WOODHOUSE, Sir Thomas (by 1514-72), of Waxham and Great Yarmouth, Norf.

Published in The History of Parliament: the House of Commons 1509-1558, ed. S.T. Bindoff, 1982
Available from Boydell and Brewer



Family and Education

b. by 1514, 1st s. of John Woodhouse of Waxham by Alice, da. of William Croftes of Wyston; bro. of Sir William. educ. ?L. Inn, adm. 12 Mar. 1525. m. Margaret, da. of William Stubbert, wid. of one Wymer of Scottow, s.p.; 1da. illegit. suc. fa. prob. by 1533. Kntd. 10 Nov. 1549.1

Offices Held

Escheator, Norf. and Suff. 1535-6; collector subsidy, Norf. 1540; j.p. 1542-54, q. 1558/59-d.; jt. v.-adm. Norf. and Suff. 1543-d.; commr. of Admiralty in Nov. 1547, relief, Norf. 1550; sheriff, Norf. and Suff. 1553-4, 1563-4.2


Thomas Woodhouse came of a Norfolk family related only distantly, if at all, to that established at Kimberley. Little trace has been found of his early career but he may be presumed to have augmented his modest patrimony by becoming a merchant and shipowner. From 1542 he was busily and lucratively engaged, generally in partnership with Thomas Waters, as victualler of royal armies and garrisons at home and abroad. Although at one time the Privy Council suspected him of giving ‘overmuch regard’ to ‘his own commodities’, no serious charges against Woodhouse of either inefficiency or malpractice have survived. In 1542 one Henry Dowe of Friesland accused him of buying a ship from pirates who had stolen it from Dowe and of refusing the rightful owner any redress, and in 1546 the Council ordered him and Robert Turcok of Waxham to appear before the commissioners inquiring into the losses from piracy of ‘subjects of both sides’.3

The yield of his various enterprises Woodhouse invested in land. In 1533, when he wrote to Cromwell from Waxham asking that a summons to appear before the Council should be respited, he probably owned only the manor of Waxham and properties in Stalham and neighbouring parishes, but between the Dissolution and 1550 he made extensive acquisitions on and near the coast. In 1546 he paid over £1,400 for Bromholm priory and its possessions, and two years later added £1,000 worth of chantry lands in Norfolk. His inquisition post mortem lists over 20 manors and other properties in that county.4

Woodhouse’s growing importance on land and at sea was reflected in his official progress: he became successively escheator, justice of the peace, vice-admiral and sheriff. Himself inclined towards Protestantism, he appears to have accommodated himself without difficulty to each regime. During Ket’s rebellion he and Sir Thomas Clere successfully defended Yarmouth against attack. After the rebellion had been suppressed he informed the Council through his brother that, while his neighbours were clamouring for redress, he had not sought compensation for his heavy losses of sheep, cattle and corn and that all he asked was to be put on the commission of oyer and terminer ‘that I be not forgotten, for then I shall lose my credit in the county’. Although this plea does not seem to have prevailed, the knighthood conferred on Woodhouse in the following November must have solaced him. But for his brother’s superior claim Woodhouse would probably have been elected for Yarmouth to the second Edwardian Parliament. As it was, the appearance of his name, accompanied by the note ‘to stand for Yarmouth’, on a list of men in different counties dating from 1553 and thought to be of those expected to rally support for Queen Jane, implies that the Duke of Northumberland looked to him to secure that port, of which Northumberland was high steward. There is nothing to suggest that Woodhouse declared for Jane, and his choice as Mary’s first sheriff of Norfolk and Suffolk shows that the new government trusted him. He continued to serve it throughout the reign and with the coming of war in 1557 he was put in charge of the defence of Yarmouth. His ascendancy in the town doubtless smoothed his election to the Parliaments of 1558 and 1559, in both of which his brother found seats elsewhere, although he probably shared the support given to his fellow-Member William Barker by the 4th Duke of Norfolk, to whom on the first occasion he was charged by the town to report his election.5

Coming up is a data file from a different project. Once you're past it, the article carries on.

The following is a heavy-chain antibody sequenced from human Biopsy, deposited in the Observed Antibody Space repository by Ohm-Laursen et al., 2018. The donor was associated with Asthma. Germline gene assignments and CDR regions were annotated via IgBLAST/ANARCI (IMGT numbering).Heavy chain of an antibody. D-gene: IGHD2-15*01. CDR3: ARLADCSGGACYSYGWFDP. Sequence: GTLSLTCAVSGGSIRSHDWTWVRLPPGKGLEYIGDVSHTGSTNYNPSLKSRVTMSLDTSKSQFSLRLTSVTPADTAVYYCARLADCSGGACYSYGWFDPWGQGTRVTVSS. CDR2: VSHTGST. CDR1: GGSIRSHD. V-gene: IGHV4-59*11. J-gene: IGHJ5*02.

Woodhouse died on 21 Jan. 1572 leaving only an illegitimate daughter, and his heir was his brother’s son Henry Woodhouse.6

Ref Volumes: 1509-1558

Author: N. M. Fuidge


  • 1. Date of birth estimated from first office. Vis. Norf. (Harl. Soc. xxxii), 320-1; LP Hen. VIII, vi.
  • 2. E179/150/293; Norf. Rec. Soc. i. 7; LP Hen. VIII, xvii, xviii, xx; CPR, 1547-8, p. 87; 1553, p. 357; 1554-5, p. 56; HCA 14/2, 25/1, 5; CSP Dom. 1547-80, p. 22; EHR, xxiii. 747.
  • 3. Bronnen tot de Geschiedenis van den Handel met Engeland, Schotland en Ierland, ed. Smit, ii. 812; APC, i. 123, 325; ii. 78, 207; vi. 109; LP Hen. VIII, xvii.
  • 4. LP Hen. VIII, vi, xx; CPR, 1548-9, p. 112, 1549-51, p. 322; 1550-3, p. 29; 1553, p. 401; 1554-5 passim; Blomefield, Norf. i. 459; ii. 191, 534, 552; v. 56; ix. 334, 342, 352; xi. 75; C142/161/116.
  • 5. Cam. Misc. ix(3), 58; F. W. Russell, Kett’s Rebellion, 46, 151-3; W. K. Jordan, Edw. VI, ii. 491; H. Manship, Gt. Yarmouth, 88-89, 92, 147, 156 seq., 259, 325; Lansd. 103, ff. 1-2; CSP Dom. 1547-80, pp. 22, 141; APC, vi. 109; Add. 23012, p. 69; Gt. Yarmouth ass. bk. A, ff. 19v, 32v, 104v, 113v, 115, 115v, 150, 180, 213; A. H. Smith, County and Ct. 38.
  • 6. C142/161/116; Pevsner, N.-E. Norf. and Norwich, 338.